As Paul Otellini (pictured below) began his latest investors call, discussing Intel's grim set of financial results for the quarter ending 30 March, he took a few moments to address the fact that it would also be his last.
He steps down in May, after eight years at the helm. It quickly became clear that whoever succeeds Otellini will be looking at a radically different Intel from the one inherited by Otellini.
With profits slumping – down nearly a quarter year-on-year – and its PC business following the wider market down the plughole, Otellini may have anticipated a rough ride in the conference call.
Instead nearly all questions were prefaced with well wishes. If anything, the air was more one of sadness than anger, with analysts respectfully marking the departure of someone that has ridden the PC gravy train for all it is worth.
But make no mistake: these are sour times for Intel. It has addressed the threat of smartphones and tablets with all the speed and agility of an arthritic sloth.
The PC market, once Intel's key to riches, is in a prolonged – some say terminal – slump. And while firms such as Apple and Samsung have feasted on user appetite for smartphones – overwhelmingly ones powered using chip designs from rival Arm – Intel is facing a tough battle to fight back.
As Intel's chief financial officer Stacy Smith told the analyst call, when it comes to profits, “smartphones [don't] move the needle for us at the moment".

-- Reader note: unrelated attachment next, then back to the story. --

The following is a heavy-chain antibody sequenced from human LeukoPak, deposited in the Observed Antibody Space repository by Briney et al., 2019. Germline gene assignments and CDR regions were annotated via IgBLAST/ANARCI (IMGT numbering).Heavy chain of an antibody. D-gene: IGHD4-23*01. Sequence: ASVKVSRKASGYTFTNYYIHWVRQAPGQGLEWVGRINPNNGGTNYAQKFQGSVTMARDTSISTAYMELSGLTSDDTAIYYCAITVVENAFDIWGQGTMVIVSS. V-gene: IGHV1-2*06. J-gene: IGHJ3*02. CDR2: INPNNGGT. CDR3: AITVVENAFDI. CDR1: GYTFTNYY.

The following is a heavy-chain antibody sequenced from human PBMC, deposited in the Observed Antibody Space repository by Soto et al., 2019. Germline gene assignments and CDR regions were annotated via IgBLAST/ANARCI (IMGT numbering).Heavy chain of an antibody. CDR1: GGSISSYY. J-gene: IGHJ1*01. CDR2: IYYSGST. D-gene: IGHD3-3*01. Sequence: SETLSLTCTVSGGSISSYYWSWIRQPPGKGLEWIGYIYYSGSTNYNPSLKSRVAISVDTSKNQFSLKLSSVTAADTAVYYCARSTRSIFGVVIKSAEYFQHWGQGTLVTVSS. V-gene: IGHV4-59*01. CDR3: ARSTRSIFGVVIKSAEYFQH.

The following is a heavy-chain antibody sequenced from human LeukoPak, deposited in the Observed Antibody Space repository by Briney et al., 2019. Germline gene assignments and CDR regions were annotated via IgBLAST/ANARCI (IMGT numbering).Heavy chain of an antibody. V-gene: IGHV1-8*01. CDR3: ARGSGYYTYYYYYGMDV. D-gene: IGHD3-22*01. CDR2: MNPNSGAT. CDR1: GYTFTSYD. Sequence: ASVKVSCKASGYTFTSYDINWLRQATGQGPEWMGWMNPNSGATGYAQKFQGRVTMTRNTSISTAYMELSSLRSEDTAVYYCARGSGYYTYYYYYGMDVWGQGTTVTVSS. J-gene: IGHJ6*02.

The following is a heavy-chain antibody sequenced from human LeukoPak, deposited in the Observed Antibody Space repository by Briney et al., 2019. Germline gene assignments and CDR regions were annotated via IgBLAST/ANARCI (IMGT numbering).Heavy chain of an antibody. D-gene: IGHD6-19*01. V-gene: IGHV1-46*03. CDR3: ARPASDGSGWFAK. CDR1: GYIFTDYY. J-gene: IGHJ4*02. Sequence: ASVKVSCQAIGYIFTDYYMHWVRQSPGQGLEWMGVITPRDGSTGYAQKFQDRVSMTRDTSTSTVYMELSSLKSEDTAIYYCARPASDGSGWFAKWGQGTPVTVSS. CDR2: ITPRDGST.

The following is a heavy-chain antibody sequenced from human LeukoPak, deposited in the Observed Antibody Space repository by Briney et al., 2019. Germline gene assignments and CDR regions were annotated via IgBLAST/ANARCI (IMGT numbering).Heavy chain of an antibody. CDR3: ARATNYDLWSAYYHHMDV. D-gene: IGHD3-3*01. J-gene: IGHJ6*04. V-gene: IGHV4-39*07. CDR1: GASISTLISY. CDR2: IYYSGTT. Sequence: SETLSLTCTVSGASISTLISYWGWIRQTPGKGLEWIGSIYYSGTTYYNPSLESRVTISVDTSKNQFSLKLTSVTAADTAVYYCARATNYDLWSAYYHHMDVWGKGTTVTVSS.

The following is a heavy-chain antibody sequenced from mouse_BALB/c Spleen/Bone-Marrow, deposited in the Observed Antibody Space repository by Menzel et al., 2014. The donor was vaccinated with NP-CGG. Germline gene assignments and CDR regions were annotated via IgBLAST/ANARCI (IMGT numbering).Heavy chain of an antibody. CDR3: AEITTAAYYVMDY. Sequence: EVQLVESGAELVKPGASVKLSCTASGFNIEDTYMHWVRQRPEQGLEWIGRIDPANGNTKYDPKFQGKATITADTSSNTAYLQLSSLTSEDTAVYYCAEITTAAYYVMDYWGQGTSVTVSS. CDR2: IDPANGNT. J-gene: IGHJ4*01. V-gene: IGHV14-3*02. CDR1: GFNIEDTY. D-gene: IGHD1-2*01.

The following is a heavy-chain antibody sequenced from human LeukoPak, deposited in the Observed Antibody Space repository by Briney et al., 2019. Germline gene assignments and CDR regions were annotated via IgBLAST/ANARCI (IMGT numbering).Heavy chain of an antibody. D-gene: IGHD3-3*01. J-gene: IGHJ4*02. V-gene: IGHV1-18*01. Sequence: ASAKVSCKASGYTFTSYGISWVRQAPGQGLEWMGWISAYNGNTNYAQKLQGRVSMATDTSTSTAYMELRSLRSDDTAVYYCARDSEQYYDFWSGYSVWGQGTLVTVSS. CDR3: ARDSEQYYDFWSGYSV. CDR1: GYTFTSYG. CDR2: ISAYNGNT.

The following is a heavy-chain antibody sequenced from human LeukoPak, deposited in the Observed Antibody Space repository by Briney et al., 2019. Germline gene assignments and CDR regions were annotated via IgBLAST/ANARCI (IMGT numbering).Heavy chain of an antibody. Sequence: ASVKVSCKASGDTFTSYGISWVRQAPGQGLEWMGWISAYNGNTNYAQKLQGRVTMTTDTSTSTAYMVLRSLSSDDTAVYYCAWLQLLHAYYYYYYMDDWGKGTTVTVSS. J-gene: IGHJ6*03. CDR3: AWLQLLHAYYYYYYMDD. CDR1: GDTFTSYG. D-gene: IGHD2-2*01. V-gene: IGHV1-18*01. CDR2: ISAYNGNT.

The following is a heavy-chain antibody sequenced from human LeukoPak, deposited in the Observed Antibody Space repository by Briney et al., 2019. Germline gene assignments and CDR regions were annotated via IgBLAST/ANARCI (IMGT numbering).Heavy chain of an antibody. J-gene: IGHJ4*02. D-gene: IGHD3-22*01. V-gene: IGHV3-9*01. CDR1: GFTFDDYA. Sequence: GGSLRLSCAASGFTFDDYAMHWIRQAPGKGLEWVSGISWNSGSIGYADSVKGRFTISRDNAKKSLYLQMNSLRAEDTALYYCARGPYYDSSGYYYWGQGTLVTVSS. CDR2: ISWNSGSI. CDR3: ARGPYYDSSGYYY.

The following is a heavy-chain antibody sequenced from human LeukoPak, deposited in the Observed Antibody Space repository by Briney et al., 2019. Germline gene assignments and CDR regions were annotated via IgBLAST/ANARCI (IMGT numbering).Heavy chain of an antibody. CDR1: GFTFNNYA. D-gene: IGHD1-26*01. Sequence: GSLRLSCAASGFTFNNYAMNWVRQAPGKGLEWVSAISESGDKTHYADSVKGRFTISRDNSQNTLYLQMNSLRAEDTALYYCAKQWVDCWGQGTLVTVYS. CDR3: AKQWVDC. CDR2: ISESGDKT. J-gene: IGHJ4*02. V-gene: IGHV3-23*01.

Smith describes Intel as in the development stage in smartphones; it has seen its processors slipped inside just a couple of handsets. But Smith suggested the arrival of its Haswell processors see its market share climb rapidly.
However, others are unconvinced.
“They keep promising that wondrous products in [the smartphone and tablet] space are on the way. The much anticipated Haswell chips are due in time to power cheaper touchscreen laptops and tablets for the holiday season...allegedly. ” wrote analyst Richard Holway, of TechMarketView.
“Until they do, companies like Arm have a clear run."
Both Otellini and Smith were keen to talk up the firm's prospects in the second half of the year, once Haswell is out of the gate.
Haswell processors are intended to boost the performance of devices such as tablets and ultrabooks, but without annihilating their batteries.
Smith even predicted that the arrival of Haswell will be shortly followed by a pick up in demand for PCs, as firms come round to the touch-enabled machines powered by Windows 8. Yet even here, Intel is relying on luck – with Smith's predictions given the caveat that the improvement in demand is based on expectations that the global economy is also going to pick up.
As Otellini departs, the powerhouse of the PC era is betting on factors far outside its control for growth. And as for his replacement? Intel said at the outset of the analyst call it would not be taking questions on Otellini's successor.
However, it confirmed an announcement would be made at the forthcoming shareholders' meeting in May. Whoever does take the hot seat faces a very different Intel from the one Otellini inherited.
Cotton seedling freezes to death as Chang'e-4 shuts down for the Moon's 14-day lunar night
Fortnite easily out-earns PUBG, Assassin's Creed Odyssey and Red Dead Redemption 2 in 2018
Meteor showers as a service will be visible for about 100 kilometres in all directions
Saturn's rings only formed in the past 100 million years, suggests analysis of Cassini space probe data
New findings contradict conventional belief that Saturn's rings were formed along with the planet about 4.5 billion years ago